colors. They typed some text into some templates and clicked Submit. Instant Web site! There was no need to
know how to design or create HTML. They pointed and clicked and that was it. They could go edit and change
anything anytime from anywhere. The base service was $20 a month. From there, the customer could opt for more
features and options. This eventually ended up being thousands of Web sites demanding custom work or $250,000
a month!
        At or around the same time, a good friend of mine was finishing up a master’s degree in computer science.
He had been doing network consulting for years. His clients had been asking for the last few months if he did web
sites. He didn't. All he did was networking. Finally, after enough turned-down business, he said “Yes, I do Web
        At or around that same time, a childhood friend of his was resurfacing in the area. He had been a salesman
of every sort. He had been all over the country dipping in and out of business and proving himself as accomplished
and experienced. He had an idea to sell Web sites. Some of his peers had been telling him about all the business
and success they had achieved. He wanted to do Web sites.
        Meanwhile, I was running at night in my enlightened and clear life asking God if there was any challenge,
thinking “How I could do Web sites?”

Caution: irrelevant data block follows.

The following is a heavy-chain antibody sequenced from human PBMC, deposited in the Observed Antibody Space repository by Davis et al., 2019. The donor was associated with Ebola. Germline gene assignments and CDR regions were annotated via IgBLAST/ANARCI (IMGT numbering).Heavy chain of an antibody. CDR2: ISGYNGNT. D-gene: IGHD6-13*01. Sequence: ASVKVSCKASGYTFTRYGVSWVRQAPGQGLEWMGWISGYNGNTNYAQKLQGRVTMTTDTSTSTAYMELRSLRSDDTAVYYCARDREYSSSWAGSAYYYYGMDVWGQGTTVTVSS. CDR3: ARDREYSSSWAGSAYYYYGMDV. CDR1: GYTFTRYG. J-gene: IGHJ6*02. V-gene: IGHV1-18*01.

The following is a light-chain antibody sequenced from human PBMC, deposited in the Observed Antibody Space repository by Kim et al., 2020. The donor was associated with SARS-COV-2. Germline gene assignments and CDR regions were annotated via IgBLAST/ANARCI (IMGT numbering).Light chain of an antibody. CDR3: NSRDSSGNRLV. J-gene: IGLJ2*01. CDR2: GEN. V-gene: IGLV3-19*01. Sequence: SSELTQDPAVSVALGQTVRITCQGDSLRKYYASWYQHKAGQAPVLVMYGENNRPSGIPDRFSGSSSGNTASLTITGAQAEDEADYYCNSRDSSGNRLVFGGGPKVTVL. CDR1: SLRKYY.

February 1999

        “We’re selling simple 3-page Web sites. Boiler Plate.”
        Boiler Plate. Sounds familiar.
        “The idea is to keep things simple. Less than 10% of businesses have a presence
        on the Web. Most of them do not even know how to start.”
        I started dreaming.
        “There are roughly 50 million official businesses in the United States. Think
        if you could capture just .5% market share at $30 a month.”
        I took a sip of my cup of potent Arabic java. I did the math in my head. Fifty
thousand websites at $30 a month. That was $150,000 a month. Divide that by a few
people and it equals much more than what I am making now. Freedom. Paradise. The
other side.
        “We start around here. We do cold calls. We have a bunch of templates set up.
We will find local investors to fund us. The business picks up. We attract attention. The
venture capitalists notice. We sell the company or enable outside investors. After that we